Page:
Geothermal Could Make Decarbonization More Affordable
Research from the University of Canterbury has identified a sustainable and cost-effective solution to reduce carbon emissions and generate renewable energy.
In 2019, New Zealand added itself to a now-long list of countries committed to carbon neutrality by 2050.
Decarbonizing the country’s economy is a complex task that requires significant changes across multiple sectors, including energy, transportation, agriculture, and industry. Leaders are concerned about effectively maintaining the existing living standards while reducing fossil fuel emissions without jeopardizing the economy’s financial stability.
Significant decarbonization efforts are required. Image used courtesy of Pixabay
Researchers at the University of Canterbury (UC) in New Zealand have identified a cost-effective and sustainable energy resource that can eliminate carbon dioxide (CO2) from the atmosphere.
Geothermal-Bioenergy and Carbon Capture and Sequestration
Karan Titus, a Ph.D. candidate in Civil and Natural Resources Engineering at UC, has explored utilizing geothermal reservoirs’ hot water and burning forestry residue to superheat the water and produce electricity. The geothermal water is reinjected underground, accompanied by the CO2 discharged during the wood-burning process.
This process is called Geothermal-Bioenergy and Carbon Capture and Sequestration (BECCS) and has been proven to have significant benefits, including generating renewable energy, indirectly pulling CO2 from the atmosphere to store underground, and being a cost-effective alternative to traditional geothermal power.
Geothermal-BECCS plants have the potential to capture and store 1 million tons of usable CO2 each year.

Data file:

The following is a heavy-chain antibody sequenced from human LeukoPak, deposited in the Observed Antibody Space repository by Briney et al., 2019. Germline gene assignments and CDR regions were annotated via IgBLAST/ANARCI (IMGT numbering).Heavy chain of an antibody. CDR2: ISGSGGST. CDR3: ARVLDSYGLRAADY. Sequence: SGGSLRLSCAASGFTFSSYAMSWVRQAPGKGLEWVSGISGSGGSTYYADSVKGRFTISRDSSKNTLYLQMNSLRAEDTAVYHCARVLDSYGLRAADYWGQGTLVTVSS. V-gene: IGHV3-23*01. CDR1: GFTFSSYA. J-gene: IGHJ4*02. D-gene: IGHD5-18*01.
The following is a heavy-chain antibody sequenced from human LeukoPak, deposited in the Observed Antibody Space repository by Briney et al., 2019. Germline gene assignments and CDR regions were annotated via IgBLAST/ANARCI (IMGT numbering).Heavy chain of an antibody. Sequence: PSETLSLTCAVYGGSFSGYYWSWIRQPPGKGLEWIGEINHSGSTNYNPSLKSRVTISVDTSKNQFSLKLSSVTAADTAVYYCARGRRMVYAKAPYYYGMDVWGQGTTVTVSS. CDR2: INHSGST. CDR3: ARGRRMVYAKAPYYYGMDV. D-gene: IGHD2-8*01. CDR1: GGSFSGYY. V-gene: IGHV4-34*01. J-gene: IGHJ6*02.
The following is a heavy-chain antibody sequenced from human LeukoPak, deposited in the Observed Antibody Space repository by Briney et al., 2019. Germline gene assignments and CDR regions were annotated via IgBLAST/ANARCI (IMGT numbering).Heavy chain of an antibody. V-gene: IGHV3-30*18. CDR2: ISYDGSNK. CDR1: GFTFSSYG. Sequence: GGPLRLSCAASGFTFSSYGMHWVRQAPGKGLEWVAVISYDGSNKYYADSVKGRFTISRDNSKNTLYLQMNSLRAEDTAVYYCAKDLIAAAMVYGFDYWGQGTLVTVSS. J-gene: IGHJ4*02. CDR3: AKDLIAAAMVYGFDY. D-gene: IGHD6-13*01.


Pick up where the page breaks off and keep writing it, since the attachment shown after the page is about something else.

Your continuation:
In addition to being more cost-effective compared to traditional geothermal, due to its dual-decarbonization efforts–renewable power and secure CO2 storage–BECCS systems become more profitable per ton of CO2 than other popular climate change reduction strategies.
Tackling Climate Change
Titus’s research aims to explore a novel approach to boost geothermal energy production by pairing it with the injection of CO2 separated directly from the air, a process already in use in Iceland. This process could create a carbon-negative energy cycle, which aligns with New Zealand’s long-term energy and sustainability goals and addresses the affordability of climate change action, a key challenge in achieving the country’s net-zero emissions goal by 2050.
The effects of climate change. Image used courtesy of Pixabay
The supervising senior lecturers of the research, Dr. Rebecca Peer and Dr. David Dampsey said this is an example of innovative thinking that could contribute to tackling the global issue of climate change. The proposed solution leverages indigenous resources and addresses national issues such as forestry slash, which is a by-product of forestry and a potential biomass source for energy production. Overall, this research has the potential to provide a pathway toward sustainable energy production while reducing carbon emissions.
Titus says his interest in working on a climate change solution stems from childhood. Many extreme weather events are being made worse by the rise in emissions that no one solution will fix.
Geothermal-Bioenergy and Carbon Capture and Sequestration seems like promising approach to tackling climate change while addressing the need for sustainable energy production and safeguarding the economy.